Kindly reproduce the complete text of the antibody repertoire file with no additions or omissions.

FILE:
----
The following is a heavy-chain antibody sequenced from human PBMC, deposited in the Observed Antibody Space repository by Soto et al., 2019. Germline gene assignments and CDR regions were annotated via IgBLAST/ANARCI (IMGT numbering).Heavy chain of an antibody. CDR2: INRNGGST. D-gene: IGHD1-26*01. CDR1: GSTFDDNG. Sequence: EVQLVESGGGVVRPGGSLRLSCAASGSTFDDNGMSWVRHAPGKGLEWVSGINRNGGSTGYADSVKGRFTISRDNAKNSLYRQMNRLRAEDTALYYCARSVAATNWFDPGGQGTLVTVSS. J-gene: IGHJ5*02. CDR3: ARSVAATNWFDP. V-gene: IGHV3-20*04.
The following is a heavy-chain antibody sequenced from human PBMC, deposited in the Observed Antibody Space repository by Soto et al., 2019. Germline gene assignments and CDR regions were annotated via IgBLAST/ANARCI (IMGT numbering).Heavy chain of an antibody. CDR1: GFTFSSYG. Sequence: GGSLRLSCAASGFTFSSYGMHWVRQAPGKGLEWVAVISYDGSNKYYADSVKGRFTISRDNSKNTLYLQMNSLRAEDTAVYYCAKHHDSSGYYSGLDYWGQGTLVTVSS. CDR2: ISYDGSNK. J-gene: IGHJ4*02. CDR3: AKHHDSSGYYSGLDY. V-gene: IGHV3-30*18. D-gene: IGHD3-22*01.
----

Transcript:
The following is a heavy-chain antibody sequenced from human PBMC, deposited in the Observed Antibody Space repository by Soto et al., 2019. Germline gene assignments and CDR regions were annotated via IgBLAST/ANARCI (IMGT numbering).Heavy chain of an antibody. CDR2: INRNGGST. D-gene: IGHD1-26*01. CDR1: GSTFDDNG. Sequence: EVQLVESGGGVVRPGGSLRLSCAASGSTFDDNGMSWVRHAPGKGLEWVSGINRNGGSTGYADSVKGRFTISRDNAKNSLYRQMNRLRAEDTALYYCARSVAATNWFDPGGQGTLVTVSS. J-gene: IGHJ5*02. CDR3: ARSVAATNWFDP. V-gene: IGHV3-20*04.
The following is a heavy-chain antibody sequenced from human PBMC, deposited in the Observed Antibody Space repository by Soto et al., 2019. Germline gene assignments and CDR regions were annotated via IgBLAST/ANARCI (IMGT numbering).Heavy chain of an antibody. CDR1: GFTFSSYG. Sequence: GGSLRLSCAASGFTFSSYGMHWVRQAPGKGLEWVAVISYDGSNKYYADSVKGRFTISRDNSKNTLYLQMNSLRAEDTAVYYCAKHHDSSGYYSGLDYWGQGTLVTVSS. CDR2: ISYDGSNK. J-gene: IGHJ4*02. CDR3: AKHHDSSGYYSGLDY. V-gene: IGHV3-30*18. D-gene: IGHD3-22*01.